Friday, April 22, 2016

The Box!


It’s here!
Yep, the box that arrives every year about this time was delivered to my door this morning – a day early!
And now I have a decision to make: I can either go ahead and open it or bite my lip and wait until tomorrow, which is what daughter, Toney, always tells me I should do.
She used to send the box at least a week early. It tormented me having that mysterious package in my house for days without knowing what was in it. I tried putting it in a room where I didn’t see it without purposely going into that room, but I knew it was there (it seemed to be calling my name), so that’s exactly what I did – visited that room on purpose! I’d hold the package and shake it and try to figure out what was in it and then, when I couldn’t stand it any longer, I’d rip it open.
I didn’t tell her and hoped she wouldn’t ask, but she always did and I couldn’t lie to her. So... she started outsmarting me by sending them closer to my birthday!
Party pooper!
The package I got this morning has me stumped. I carried it around, shook it, smelled it and listened to it, but don’t have a clue what’s in it. It’s heavy. I’m certain she wouldn’t have bought me an iron or a pair of dumbbells. I already have both. Hmmmmm.... what could it be?
One thing for sure – these boxes from her are always interesting. She has a real imagination when it comes to gift-buying. Wish I had it. I tend to buy one thing, usually something the receiver tells me he of she would like to have. No surprises from me. But Toney buys something you’ve mentioned plus a lot of little surprises. Makes it so much fun to open her gifts – and that’s why it’s so hard to wait!!!
Will I or won’t I?  
Let you know tomorrow. 
www.amazon.com/author/peggytoneyhorton 

Thursday, April 21, 2016

Spring Already?


It was a lovely morning!

When I stepped out the front door of my house for the first time in about three weeks, I couldn’t believe it. Without turning my head too far, I could see two dogwood trees in full bloom, one white and one pink, a large ornamental pear tree covered with white blossoms, a portly forsythia bush loaded with golden blooms, two purple tulips – all I have left from years of neglect, and a large rhododendron bush – heavy with buds. The sunny day was warm and breezy, the sky blue.
“It’s spring!” I told Mr. H.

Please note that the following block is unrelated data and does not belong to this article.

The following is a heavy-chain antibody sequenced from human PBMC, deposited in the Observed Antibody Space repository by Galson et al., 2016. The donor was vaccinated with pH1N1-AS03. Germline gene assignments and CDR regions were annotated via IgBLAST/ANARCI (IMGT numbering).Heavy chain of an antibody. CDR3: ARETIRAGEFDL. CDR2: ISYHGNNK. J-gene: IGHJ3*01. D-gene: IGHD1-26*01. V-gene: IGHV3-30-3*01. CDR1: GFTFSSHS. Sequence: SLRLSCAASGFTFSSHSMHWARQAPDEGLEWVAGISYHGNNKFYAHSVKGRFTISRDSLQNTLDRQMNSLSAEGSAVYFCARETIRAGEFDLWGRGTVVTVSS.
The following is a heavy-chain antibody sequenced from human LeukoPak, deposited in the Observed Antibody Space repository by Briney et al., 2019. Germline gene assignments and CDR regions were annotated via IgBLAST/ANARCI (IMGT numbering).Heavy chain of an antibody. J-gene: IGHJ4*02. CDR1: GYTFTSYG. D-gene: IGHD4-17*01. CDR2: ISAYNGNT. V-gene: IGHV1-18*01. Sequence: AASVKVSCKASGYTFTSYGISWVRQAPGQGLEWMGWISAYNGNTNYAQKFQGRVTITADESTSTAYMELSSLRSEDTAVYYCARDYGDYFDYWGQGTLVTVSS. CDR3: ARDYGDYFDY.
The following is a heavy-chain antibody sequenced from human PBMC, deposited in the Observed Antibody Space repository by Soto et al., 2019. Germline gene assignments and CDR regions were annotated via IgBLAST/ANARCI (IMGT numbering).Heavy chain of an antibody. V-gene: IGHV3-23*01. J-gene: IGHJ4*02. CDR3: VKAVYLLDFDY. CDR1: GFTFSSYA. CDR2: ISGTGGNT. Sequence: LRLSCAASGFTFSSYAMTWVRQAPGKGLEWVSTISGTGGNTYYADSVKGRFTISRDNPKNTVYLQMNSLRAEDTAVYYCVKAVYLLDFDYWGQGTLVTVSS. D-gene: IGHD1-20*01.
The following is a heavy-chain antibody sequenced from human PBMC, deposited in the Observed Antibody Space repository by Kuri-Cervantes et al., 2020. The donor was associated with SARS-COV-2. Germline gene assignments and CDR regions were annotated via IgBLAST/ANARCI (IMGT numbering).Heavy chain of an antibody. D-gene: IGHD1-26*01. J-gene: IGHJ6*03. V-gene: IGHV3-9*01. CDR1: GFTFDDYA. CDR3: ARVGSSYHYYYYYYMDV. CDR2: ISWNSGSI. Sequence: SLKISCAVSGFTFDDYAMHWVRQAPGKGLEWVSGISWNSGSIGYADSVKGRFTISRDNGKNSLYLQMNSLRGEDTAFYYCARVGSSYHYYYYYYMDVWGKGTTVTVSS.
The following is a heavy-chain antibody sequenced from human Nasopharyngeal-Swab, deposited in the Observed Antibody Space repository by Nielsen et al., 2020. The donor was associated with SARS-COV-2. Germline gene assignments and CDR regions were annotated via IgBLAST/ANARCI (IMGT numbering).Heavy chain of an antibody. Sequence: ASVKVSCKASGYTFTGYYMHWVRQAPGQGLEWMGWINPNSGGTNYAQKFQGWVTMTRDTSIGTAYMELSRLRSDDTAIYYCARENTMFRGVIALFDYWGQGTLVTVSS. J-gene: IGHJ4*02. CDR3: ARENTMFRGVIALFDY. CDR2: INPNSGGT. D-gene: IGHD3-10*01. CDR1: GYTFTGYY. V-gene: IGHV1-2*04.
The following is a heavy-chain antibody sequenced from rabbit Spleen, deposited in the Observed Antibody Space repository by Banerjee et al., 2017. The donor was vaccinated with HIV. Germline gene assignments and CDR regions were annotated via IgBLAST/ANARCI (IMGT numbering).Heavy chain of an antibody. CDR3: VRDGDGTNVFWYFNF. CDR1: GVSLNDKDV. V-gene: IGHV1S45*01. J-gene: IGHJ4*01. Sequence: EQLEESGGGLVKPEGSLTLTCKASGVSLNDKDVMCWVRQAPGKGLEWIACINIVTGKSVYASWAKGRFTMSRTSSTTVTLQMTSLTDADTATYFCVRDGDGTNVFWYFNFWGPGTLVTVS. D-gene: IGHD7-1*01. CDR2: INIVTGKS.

“It sure is,” he said. “Has been for a while. You almost missed it.”
We drove to my doctor’s office, about a mile away, so I could “give blood” and were back in less than an hour.
Out of the car I bounced, feeling good... enjoying the day... and headed into the house. Inside, as I put my purse down on the floor, I saw something move. Looking closer, I saw a stinkbug that had apparently hitched a ride on my purse. Mr. H. grabbed the intruder and threw him back outside and I said, “Now you see why I like cold weather better.”
Those of you who know me, even slightly, know that I prefer winter over summer. The stinkbug reminded me of some of the reasons: bugs, lizards, snakes, flies, gnats; hot, sticky weather; thunderstorms that uproot trees and cause damage to property; allergies and sunburn and freckles, leathery skin and much more!
Give me the freshness of fall and winter any day. 
I don’t care who disagrees with me or yells at me when I say I love snow. I don’t care how many Christmas cards I get from friends who live in Florida with pictures of palm trees blowing in the breeze or how many jokes they post on Facebook about how they prefer looking at pictures of our 18” snowfall while sitting by their swimming pool sipping piña coladas. I’d rather curl up in front of a roaring fire, sip hot chocolate and watch a good movie.
Unfortunately for me, hot weather started unusually early this year. It’s already been in the 80’s several times. I’m not ready, but guess I have no choice but to take it as it comes. However, I’ll be spending most of my time inside an air conditioned house until, oh... about mid-August when the hint of fall starts to permeate the air and one can go outside without feeling breathless or sticky.
The good news is – time flies and it’ll be here before we know it.

Saturday, April 9, 2016

The Best Days of All

 

“I’ve got the ‘don’t-cares’ today.”
As a child, I was never quite sure what my mother meant when she said that, but later in life, I figured it out. Actually, it didn’t take much figuring. I experienced the “don’t-cares” myself.
Although it seems counterintuitive, the “don’t-cares” is not a particularly happy state of mind. Even as a child, I knew that one must feel a sense of accomplishment to be in high spirits. But I wasn't about to look a gift horse in the mouth – understand it or not – I liked it.
When my mother announced she had the “don’t cares,” I’d giggle and say to myself, Oh, goodie! No work today!
She’d lounge around reading, drinking coffee and doing as she pleased until time to cook dinner. She loved cooking and always cooked, no matter what. Unfortunately, she didn’t pass that love on to me. Everyone knows I’d rather be featured on My Strange Addiction than cook a meal.
When she had one of those days, I’d lie across my bed and talk to my friend, Carol, on the phone. If the weather was nice, we’d meet halfway and take one of the long walks we so enjoyed.
Those were the best days of all.